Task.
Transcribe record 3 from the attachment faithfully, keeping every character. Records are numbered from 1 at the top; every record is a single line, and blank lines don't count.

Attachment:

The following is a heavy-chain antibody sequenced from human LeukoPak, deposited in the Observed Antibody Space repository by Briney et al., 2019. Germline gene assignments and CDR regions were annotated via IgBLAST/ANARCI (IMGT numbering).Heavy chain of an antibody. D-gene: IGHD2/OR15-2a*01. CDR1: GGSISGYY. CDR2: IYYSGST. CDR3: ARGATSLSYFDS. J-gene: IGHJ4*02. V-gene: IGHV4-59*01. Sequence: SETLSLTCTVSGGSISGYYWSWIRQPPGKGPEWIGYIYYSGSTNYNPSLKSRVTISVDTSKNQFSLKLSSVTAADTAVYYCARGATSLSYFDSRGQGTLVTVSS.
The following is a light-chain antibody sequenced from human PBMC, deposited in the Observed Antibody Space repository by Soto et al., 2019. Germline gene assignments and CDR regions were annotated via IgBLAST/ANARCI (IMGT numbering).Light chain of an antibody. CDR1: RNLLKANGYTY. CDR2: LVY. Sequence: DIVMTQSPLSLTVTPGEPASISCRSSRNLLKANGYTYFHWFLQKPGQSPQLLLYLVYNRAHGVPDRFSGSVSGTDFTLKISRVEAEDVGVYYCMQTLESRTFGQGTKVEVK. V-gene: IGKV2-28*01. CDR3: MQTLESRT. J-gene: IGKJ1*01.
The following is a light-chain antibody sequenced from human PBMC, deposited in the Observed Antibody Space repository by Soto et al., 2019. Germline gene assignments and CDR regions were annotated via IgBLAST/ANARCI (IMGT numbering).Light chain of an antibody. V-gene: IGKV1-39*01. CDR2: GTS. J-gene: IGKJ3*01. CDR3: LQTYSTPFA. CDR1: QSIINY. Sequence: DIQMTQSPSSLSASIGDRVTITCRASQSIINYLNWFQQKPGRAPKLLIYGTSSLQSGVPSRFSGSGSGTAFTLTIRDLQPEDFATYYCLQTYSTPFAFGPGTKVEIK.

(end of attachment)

The following is a light-chain antibody sequenced from human PBMC, deposited in the Observed Antibody Space repository by Soto et al., 2019. Germline gene assignments and CDR regions were annotated via IgBLAST/ANARCI (IMGT numbering).Light chain of an antibody. V-gene: IGKV1-39*01. CDR2: GTS. J-gene: IGKJ3*01. CDR3: LQTYSTPFA. CDR1: QSIINY. Sequence: DIQMTQSPSSLSASIGDRVTITCRASQSIINYLNWFQQKPGRAPKLLIYGTSSLQSGVPSRFSGSGSGTAFTLTIRDLQPEDFATYYCLQTYSTPFAFGPGTKVEIK.